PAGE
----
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Review: StoneGate SG-4000 'hard to beat'

HOTPICK: Stonesoft's StoneGate SG-4000 network firewall's high availability, scalability and low maintenance requirements offer significant value.

HOT PICK: StoneGate SG-4000
Price: Starts at $36,500

Large enterprises that value performance and availability as much as data integrity and confidentiality will find Stonesoft's StoneGate SG-4000 network firewall's high availability, scalability and low maintenance requirements hard to beat.

SG-4000's impressive networking capabilities offer significant value. Its multilink technology provides uninterrupted availability for Internet and VPN traffic without the cost of redundant routers and switches, or configuring routing protocols such as BGP. Clustering for up to 16 nodes and load balancing for each connection eliminate the need for third-party devices.

The 3U hardened Linux appliance is the biggest and strongest of the StoneGate line, with 22 copper interfaces for scalability in complex, high-performance network environments. Stonesoft rates it for 3.1-Gbps firewall throughput and 500 Mbps for VPN for up to 500,000 concurrent sessions.

Stonesoft's multilayer inspection engine can act as a packet filter, stateful inspection or application firewall, using the appropriate method for the type of traffic and the rule it's matched against.

There's little need to touch the appliances after initial configuration; the Management Center is used for just about every administrative and maintenance task. In our lab, we installed its components--management server, client, log server and monitoring server--on a single Windows 2003 Server (Linux and Solaris are supported) to manage two clustered SG-4000s.

With great features comes complexity. It might take a while and a few reads of the administrator's guide to get accustomed to the GUI because of the many configuration options and features.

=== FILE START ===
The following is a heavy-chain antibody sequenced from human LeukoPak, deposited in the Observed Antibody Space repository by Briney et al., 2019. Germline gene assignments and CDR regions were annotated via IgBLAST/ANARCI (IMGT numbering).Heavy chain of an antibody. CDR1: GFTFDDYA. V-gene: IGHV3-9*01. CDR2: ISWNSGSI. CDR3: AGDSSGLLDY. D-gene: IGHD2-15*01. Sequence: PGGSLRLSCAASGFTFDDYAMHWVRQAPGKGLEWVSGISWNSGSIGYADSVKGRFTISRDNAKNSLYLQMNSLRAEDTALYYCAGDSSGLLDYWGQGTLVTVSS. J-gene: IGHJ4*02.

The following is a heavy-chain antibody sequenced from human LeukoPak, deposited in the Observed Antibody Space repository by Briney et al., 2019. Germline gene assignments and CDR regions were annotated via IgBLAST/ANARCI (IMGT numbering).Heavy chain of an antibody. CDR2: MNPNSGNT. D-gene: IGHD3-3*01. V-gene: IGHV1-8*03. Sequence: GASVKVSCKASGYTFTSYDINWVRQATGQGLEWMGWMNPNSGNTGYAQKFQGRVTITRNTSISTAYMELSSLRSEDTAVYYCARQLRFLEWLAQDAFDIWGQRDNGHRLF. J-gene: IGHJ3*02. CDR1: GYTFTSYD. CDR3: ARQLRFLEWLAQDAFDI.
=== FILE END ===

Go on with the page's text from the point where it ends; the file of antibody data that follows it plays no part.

The Management Center streamlines administration through the use of a base template, inherited rules, and a straightforward drag-and-drop interface for adding rules and configuring routing, among other things. Default templates include basic rules governing communication to and from the firewall units, and a deny-all statement, which forces administrators to explicitly allow permitted traffic.

Inherited rules greatly facilitate managing multiple firewalls, each with its own rules to protect its network. The first rule base created inherits all the rules in the default template. Managers can then use this rule base, say, for North America, to create a rule base for New York by adding rules that apply specifically to that network.

While this can save a lot of time and effort for large enterprises, the inherited rules in the branch firewall can't be modified, making creation and removal of exceptions difficult.

Other administrative tasks are a snap. It takes only two mouse clicks to back up the configuration and rule sets of clustered SG-4000s, or restore the system from a backup.

Remote software upgrades are simple and can be scheduled. The rollback feature is invaluable for testing connections before committing to an upgrade.

Although SG-4000 is expensive, it's a great value, providing enterprise-level performance and high availability and load balancing, without the expense of additional devices and the staff required to manage them.

This product review originally appeared in the February 2006 issue of Information Security magazine.

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